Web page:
Financial Management for Fledgling Business Owners


Running a business is hard enough, but when you add in the financial stress of owning and operating your own company, it can become overwhelming. It’s important to be financially responsible as a business owner so that you can spend less time worrying and more time running your company.

What’s more, being financially responsible for your company gives you the ability to properly manage where the money is going.

Tips on Managing Your Finances as a Business Owner


Create a Budget and Stick To It

If you can’t create a budget for your business, then how are you supposed to decide where the money should go? Whether it’s through Microsoft Excel or any number of other apps available, creating an accurate budget will help you take control of your finances. The two most important numbers in your budget are how much money is coming in from customers and how much of it is going out as expenses.

By keeping track of those two numbers, you’ll be able to make smart business decisions for where to place your money and what you need to cut if something goes wrong.

Know Where Your Money Comes From & Where It Goes

Your budget will tell you where your money comes from and where it goes, but that’s only half the picture. When big expenses come up, like an expensive machine or a new hire, you need to be prepared for how much it will affect your budget. Knowing what you need in case of emergencies is just as important as knowing where your money is coming from.

Know What You’re Charging Customers

There are lots of business owners who simply don’t know how much they should be charging for their products and services. Charge too low, and you won’t make enough to stay in business. But charge too high, and customers will go elsewhere. There is no magic number when it comes to pricing your products and services, but your overall goal should be to have a profit margin that’s as high as possible.

Cut Out What Isn’t Necessary

Some expenses are unavoidable, but there are lots of expenses out there that you might not even realize you’re paying for. For example, do you work in an office that has a refrigerator full of soda? Do you have subscriptions to magazines that no one reads? The best thing to do is go through your expenses and cut out anything that isn’t 100% necessary for the running of your business.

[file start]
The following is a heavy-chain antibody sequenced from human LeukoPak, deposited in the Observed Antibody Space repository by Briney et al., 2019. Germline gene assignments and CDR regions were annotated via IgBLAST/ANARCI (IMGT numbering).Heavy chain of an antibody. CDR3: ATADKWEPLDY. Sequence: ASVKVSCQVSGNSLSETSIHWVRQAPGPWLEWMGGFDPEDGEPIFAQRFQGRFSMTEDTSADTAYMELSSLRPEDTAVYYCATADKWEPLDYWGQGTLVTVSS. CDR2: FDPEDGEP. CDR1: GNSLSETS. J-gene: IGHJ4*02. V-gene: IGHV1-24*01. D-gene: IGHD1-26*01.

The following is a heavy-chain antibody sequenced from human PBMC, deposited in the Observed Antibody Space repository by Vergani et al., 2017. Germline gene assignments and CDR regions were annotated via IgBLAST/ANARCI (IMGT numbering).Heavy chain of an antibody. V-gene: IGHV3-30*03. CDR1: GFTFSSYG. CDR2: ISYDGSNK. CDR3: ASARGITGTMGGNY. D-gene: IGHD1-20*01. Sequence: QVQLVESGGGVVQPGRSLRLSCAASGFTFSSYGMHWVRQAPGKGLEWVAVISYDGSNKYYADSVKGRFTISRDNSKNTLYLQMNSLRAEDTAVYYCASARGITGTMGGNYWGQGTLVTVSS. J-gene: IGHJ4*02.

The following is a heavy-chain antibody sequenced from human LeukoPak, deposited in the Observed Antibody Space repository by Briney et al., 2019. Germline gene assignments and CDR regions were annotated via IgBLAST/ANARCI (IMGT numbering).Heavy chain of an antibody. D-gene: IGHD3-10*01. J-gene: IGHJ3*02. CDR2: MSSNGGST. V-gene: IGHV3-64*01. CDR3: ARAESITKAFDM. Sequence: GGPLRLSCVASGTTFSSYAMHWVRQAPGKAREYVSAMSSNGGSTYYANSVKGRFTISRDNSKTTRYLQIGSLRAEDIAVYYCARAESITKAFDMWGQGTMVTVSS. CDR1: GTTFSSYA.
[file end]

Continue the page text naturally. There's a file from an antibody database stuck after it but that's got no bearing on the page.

Save Up For Emergencies

Emergencies are unexpected, unavoidable, and come at the worst times possible. But being financially prepared for emergencies can make a huge difference in how well your business performs in a crisis. For example, you don’t want to have to scramble around looking for financing when an expensive piece of equipment breaks down and needs to be fixed immediately. That’s why it’s good to save up enough money so that you always have something available in case of an emergency.

Focus on Paying Off Debt

Sometimes, emergencies come around more often than you might think. If you have high-interest credit card debt hanging over your head, it’s probably time to pay that off first before you try to save up for anything else. Not only will paying off your debt free up money that can be used elsewhere, but it will also give you a big boost in financial stability.

Take Advantage of Tax Deductions

One great perk about owning a business is that you can write off a lot of your expenses as tax deductions. In fact, you could write off anything that’s “ordinary and necessary” to the running of your business. That means stuff like office supplies, professional development classes, the cost of shipping customers their orders, etc… But make sure to keep careful track of all these receipts because one misplaced receipt can cost you your write-offs.

How to Manage Your Personal and Company Expenses

While a lot of this article has been about how to manage your business expenses, you also need to make sure that your personal and company finances don’t mix. That means keeping separate bank accounts for personal spending and the business’ expenses, so there’s no risk of accidentally withdrawing money from one when it should go in the other.

One example of a personal expense is mortgage payments, which should not be mixed with your company’s mortgage payments. They are two completely different mortgage payments, so it should go without saying that you shouldn’t mix them up! Hiring an accountant for your business and employing the help of a mortgage broker or lender can make it easier for you to separate your personal and business expenses.

As a business owner, you need to learn ways on how to grow your profits and succeed. Saving, investing, and checking your credit are some ways you can go about it. This way, you can ensure a much brighter future for your company.

Like & Share

About The Author

Scroll to Top